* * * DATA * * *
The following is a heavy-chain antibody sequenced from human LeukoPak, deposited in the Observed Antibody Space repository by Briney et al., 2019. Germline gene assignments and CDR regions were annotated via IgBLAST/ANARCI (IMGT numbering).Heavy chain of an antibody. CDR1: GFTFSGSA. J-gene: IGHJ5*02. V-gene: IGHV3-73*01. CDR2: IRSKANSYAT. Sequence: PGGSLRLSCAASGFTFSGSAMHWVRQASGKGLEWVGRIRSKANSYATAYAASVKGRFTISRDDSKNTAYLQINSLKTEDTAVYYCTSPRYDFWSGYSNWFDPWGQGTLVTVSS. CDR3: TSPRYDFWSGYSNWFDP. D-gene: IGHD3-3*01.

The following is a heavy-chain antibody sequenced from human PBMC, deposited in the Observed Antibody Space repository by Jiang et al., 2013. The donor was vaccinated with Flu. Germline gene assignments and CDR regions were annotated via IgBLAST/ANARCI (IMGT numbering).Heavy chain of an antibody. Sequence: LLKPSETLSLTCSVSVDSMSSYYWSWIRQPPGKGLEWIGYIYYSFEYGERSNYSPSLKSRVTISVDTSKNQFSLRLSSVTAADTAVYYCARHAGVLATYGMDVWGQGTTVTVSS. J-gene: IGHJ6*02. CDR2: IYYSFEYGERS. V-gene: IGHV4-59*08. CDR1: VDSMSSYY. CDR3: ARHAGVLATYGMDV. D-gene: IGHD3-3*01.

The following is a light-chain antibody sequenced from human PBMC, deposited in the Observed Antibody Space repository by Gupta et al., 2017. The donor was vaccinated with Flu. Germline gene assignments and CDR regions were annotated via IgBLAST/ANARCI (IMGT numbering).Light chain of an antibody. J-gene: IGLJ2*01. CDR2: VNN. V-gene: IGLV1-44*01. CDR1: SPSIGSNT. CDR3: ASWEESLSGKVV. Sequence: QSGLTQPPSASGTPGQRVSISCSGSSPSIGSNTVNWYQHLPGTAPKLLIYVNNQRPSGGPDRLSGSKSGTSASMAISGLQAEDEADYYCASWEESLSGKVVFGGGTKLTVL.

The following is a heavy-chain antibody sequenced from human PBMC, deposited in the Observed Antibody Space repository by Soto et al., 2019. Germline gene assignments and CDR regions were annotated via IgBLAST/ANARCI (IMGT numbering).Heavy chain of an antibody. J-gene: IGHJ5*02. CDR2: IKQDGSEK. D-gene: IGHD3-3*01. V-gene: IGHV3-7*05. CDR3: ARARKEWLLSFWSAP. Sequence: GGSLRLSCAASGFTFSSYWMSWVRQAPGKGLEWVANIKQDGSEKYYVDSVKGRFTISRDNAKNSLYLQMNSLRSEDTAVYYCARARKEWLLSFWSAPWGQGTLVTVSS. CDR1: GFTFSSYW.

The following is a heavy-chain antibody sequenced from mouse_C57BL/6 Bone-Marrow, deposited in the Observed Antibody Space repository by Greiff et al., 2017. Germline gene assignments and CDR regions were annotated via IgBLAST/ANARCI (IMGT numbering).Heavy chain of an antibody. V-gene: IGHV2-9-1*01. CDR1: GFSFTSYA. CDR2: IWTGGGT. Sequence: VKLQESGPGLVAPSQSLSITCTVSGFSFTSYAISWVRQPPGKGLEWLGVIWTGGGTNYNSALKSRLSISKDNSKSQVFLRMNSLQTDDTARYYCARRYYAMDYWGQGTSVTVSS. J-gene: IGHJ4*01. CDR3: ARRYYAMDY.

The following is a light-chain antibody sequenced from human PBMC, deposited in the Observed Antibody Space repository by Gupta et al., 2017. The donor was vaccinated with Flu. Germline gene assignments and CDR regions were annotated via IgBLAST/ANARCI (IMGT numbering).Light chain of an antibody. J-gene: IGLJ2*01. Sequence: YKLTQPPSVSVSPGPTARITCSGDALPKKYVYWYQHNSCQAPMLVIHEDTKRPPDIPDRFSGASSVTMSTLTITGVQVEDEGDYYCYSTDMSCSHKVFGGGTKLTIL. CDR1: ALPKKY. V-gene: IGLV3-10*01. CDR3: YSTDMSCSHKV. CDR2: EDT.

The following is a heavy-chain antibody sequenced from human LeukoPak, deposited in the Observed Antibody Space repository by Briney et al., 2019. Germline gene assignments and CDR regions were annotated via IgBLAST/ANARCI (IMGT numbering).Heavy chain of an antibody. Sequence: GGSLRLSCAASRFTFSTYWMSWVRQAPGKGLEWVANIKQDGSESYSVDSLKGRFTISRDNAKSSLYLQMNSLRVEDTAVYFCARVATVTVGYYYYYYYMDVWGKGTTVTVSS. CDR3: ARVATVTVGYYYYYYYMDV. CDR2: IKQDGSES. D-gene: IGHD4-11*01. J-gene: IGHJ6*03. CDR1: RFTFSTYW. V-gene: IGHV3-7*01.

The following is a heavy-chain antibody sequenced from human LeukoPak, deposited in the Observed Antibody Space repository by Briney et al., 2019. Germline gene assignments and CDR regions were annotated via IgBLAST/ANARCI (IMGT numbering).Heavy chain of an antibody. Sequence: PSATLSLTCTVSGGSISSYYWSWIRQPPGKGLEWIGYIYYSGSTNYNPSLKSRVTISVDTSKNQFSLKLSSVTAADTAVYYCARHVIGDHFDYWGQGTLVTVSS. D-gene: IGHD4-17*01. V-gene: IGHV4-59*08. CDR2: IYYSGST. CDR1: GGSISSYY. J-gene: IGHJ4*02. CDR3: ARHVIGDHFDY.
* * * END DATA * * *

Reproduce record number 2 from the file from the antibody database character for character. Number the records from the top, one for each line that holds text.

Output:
The following is a heavy-chain antibody sequenced from human PBMC, deposited in the Observed Antibody Space repository by Jiang et al., 2013. The donor was vaccinated with Flu. Germline gene assignments and CDR regions were annotated via IgBLAST/ANARCI (IMGT numbering).Heavy chain of an antibody. Sequence: LLKPSETLSLTCSVSVDSMSSYYWSWIRQPPGKGLEWIGYIYYSFEYGERSNYSPSLKSRVTISVDTSKNQFSLRLSSVTAADTAVYYCARHAGVLATYGMDVWGQGTTVTVSS. J-gene: IGHJ6*02. CDR2: IYYSFEYGERS. V-gene: IGHV4-59*08. CDR1: VDSMSSYY. CDR3: ARHAGVLATYGMDV. D-gene: IGHD3-3*01.